By Thomas Lambrecht
“I look upon all the world as my parish,” famously said John Wesley. As we gather in St. Louis, The United Methodist Church – one aspect of Wesley’s spiritual legacy – is in ministry in 60 different nations around the globe. Within the last 20 years, a notable shift has occurred from the UM Church being a declining North American-centric denomination (6.9 million members) to one that reflects a growing 40 percent of our membership (5.2 million) found on the continent of Africa. An additional 200,000 members are found in the Philippines, Europe, and Eurasia.
Whatever decision is made in St. Louis regarding United Methodism’s future must be made with these changing realities in mind. The majority of North American bishops have endorsed the One Church Plan. We don’t believe that the OCP will situate United Methodism for a faithful future. Instead, we support the Modified Traditional Plan as the best way to proceed.
First, the MTP is the only plan that maintains the church’s position in line with the clear teaching of Scripture and 2,000 years of church teaching. Since United Methodists claim that Scripture is our primary authority for matters of faith and practice, this is no small consideration.
Second, the Modified Traditional Plan deals with the real cause of division within the church – not different beliefs, but different practices. Proponents of this plan believe that the unity of the church is at stake, and that church unity requires common standards of sexual morality that apply in every time, place, and culture. Yet, at least ten annual conferences and two jurisdictions have voted in one way or another to disobey the Discipline. Bishops have dismissed complaints alleging clear violations of the Discipline. Boards of ordained ministry continue to recommend unqualified candidates.
The only way to restore unity of practice is to have clear accountability processes that do not allow bishops and annual conferences to flaunt the covenant they promised to uphold.
The Modified Traditional Plan puts bishops, annual conferences, and clergy in the position of having to make a clear decision: will I abide by the Discipline and hold those under my supervision accountable to it or not?
Finally, the Modified Traditional Plan (alone among all the plans) provides a gracious exit for those unable to live by our covenant. The MTP gives those who decide they cannot abide by the Discipline the freedom to depart from the UM Church and form a denomination that is more in keeping with their convictions. Annual conferences are free to withdraw. Bishops and clergy may transfer to the new denomination. Congregations can transfer to the new denomination while keeping their property and buildings. Provisions are made for securing the pension program and promises made to our retired clergy.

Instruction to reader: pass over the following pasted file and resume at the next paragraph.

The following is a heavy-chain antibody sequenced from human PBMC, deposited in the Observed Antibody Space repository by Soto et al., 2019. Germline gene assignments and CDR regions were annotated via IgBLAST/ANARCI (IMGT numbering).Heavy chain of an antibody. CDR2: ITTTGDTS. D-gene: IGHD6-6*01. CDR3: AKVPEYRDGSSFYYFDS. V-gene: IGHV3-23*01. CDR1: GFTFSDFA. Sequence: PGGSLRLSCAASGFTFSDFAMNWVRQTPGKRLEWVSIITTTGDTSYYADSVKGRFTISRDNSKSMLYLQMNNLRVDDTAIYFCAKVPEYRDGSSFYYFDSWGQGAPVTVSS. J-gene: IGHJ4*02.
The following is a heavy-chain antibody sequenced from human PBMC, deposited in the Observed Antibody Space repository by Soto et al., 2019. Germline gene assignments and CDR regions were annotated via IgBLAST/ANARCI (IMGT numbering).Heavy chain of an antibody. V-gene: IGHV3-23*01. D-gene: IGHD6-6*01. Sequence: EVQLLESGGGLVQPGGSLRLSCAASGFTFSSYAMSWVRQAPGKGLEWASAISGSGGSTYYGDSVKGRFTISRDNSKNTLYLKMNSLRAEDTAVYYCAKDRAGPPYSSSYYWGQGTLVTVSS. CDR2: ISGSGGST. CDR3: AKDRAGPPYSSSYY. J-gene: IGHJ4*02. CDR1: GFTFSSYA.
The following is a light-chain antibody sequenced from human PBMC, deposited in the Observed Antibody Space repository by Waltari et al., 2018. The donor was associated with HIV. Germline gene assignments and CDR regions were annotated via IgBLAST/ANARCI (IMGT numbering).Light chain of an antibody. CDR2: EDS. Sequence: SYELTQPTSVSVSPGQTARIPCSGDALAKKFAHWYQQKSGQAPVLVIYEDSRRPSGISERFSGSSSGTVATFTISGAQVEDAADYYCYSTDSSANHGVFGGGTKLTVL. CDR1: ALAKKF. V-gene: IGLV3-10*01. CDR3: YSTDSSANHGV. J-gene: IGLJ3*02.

Why Not the One Church Plan?
Proponents of the One Church Plan claim it can also restore unity by allowing every annual conference, clergy person, and congregation to set their own moral standards when it comes to marriage and human sexuality. While this approach sounds great in theory, this attempt to accommodate all opinions will not work in the real world.
For evangelicals, the primary reason the OCP does not work is that it officially affirms the practice of homosexuality, contrary to Scripture. This action alone will cause many congregations and members to seek to depart from the church, which will in turn greatly weaken the denomination.
The OCP fosters a disconnected solution to the conflict over moral standards. By allowing each entity to make its own determination, the OCP weakens the connection and encourages a centripetal force that could spread to other areas of disagreement in the church. The end result will be a much looser connectionalism that betrays our Wesleyan DNA and heritage.
Far from ending conflict, the OCP will instead spread the conflict that currently happens mainly at the general church level down to the annual conference and local church. Annual conferences will have to decide whether to ordain practicing homosexuals, with all the conflict that decision entails.
Likewise, congregations will be engulfed in conflict. When their pastor performs a same-sex wedding, traditionalist congregants will have no recourse, other than to leave the church. And if a couple requests to be married in the church building, the congregation will have to take a vote in order to allow it. The conflict around that vote will further alienate members of the congregation, causing some to leave.
The One Church Plan ignores the reality that there are two mutually exclusive teachings being promoted in the church. The two teachings cannot coherently live in one denominational body. And the OCP makes no provision for those who by conscience must depart. The One Church Plan fundamentally changes the church’s teaching and identity, while not allowing those who disagree with this new reality to leave in a gracious way.
A healthy and sustainable covenant cannot be obtained by forcing people who disagree with it to stay in it. The Modified Traditional Plan seeks to provide a way to end the conflict with integrity, while restoring the unity that has been torn apart by recent schismatic actions.
Thomas Lambrecht is a United Methodist clergyperson, vice president of Good News, and a member of the Commission on a Way Forward.